However, when it comes to sexism, we not only allow people to practice it in the name of their God, but we actually endorse it: Anti-discrimination laws in modern countries prohibit discrimination based on gender – but often with a special exemption for religion


We do not grant any religion exemption from child abuse laws, from laws against racism, from laws against homicide.  Yet, for some reason, we do not question exempting institutions from behaviours which exclude and marginalize women.  As a result, one of the most fundamental rules of modern society – the equality of individuals – may be abridged by anyone claiming women to be inferior because “my God told me so”.   

Why do we continue to accept this deplorable rationalization for abusive and backwards behaviour when we no longer accept it in any other area? 

Even more importantly, why do we shrink from challenging religions teaching children that females are unequal and inferior creatures, indoctrinating them into misogynistic beliefs, perpetuating discrimination, while stealing from little girls their dignity, their equality, and their chance for a rich and fulfilling future?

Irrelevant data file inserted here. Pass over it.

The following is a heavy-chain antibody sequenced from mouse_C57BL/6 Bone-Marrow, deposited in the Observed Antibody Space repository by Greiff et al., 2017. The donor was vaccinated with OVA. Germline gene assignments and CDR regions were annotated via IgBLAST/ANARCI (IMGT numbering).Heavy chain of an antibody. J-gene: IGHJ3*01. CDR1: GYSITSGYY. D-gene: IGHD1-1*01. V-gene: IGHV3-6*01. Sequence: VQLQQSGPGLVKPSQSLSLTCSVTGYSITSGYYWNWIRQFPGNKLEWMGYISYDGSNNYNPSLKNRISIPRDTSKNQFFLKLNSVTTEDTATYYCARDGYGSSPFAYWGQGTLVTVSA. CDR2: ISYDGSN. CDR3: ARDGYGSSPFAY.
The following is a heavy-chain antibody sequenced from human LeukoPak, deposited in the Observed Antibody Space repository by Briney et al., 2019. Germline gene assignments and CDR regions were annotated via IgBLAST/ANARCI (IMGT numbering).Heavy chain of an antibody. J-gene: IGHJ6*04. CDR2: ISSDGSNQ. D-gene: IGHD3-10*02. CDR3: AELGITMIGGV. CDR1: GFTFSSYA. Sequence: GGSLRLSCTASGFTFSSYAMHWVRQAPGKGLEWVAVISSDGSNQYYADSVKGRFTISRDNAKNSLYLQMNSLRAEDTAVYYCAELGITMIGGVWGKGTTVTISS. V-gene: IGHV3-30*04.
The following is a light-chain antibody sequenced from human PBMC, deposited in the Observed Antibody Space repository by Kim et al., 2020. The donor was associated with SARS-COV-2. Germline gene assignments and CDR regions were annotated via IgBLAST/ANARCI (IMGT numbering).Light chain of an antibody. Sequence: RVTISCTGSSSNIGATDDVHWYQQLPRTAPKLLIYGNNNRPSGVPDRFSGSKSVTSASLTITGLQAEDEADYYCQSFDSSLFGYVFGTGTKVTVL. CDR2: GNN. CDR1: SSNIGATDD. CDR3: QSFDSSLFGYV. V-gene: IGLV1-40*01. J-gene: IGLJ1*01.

Should any entity, just because it says “my God told me so”, be given Society’s permission to teach children that discrimination is a god-blessed activity?  

Is that consistent with our beliefs in justice and equality?  Don’t our children deserve better?  Don’t they deserve the right to grow-up protected from prejudice, in a world free of discrimination, with the right to mature into their full potential, free of any arbitrary barriers to achieving it?

Next, how can full equality and religious faith be inconsistent?  Are we not all equal in the eyes of our Creator?

Ahhh, yes, religion replies – we are all equal, but men and women are different, thus justifying different roles.  

Let’s leave aside that “different” actually does not justify different roles – the very essence of humanity is our individuality – that one person is different from another tells you absolutely nothing about what they can and should do with their life.

Instead, let’s consider the source of “holy scripture”:  What is the origin of these “God-defined roles” for male and female?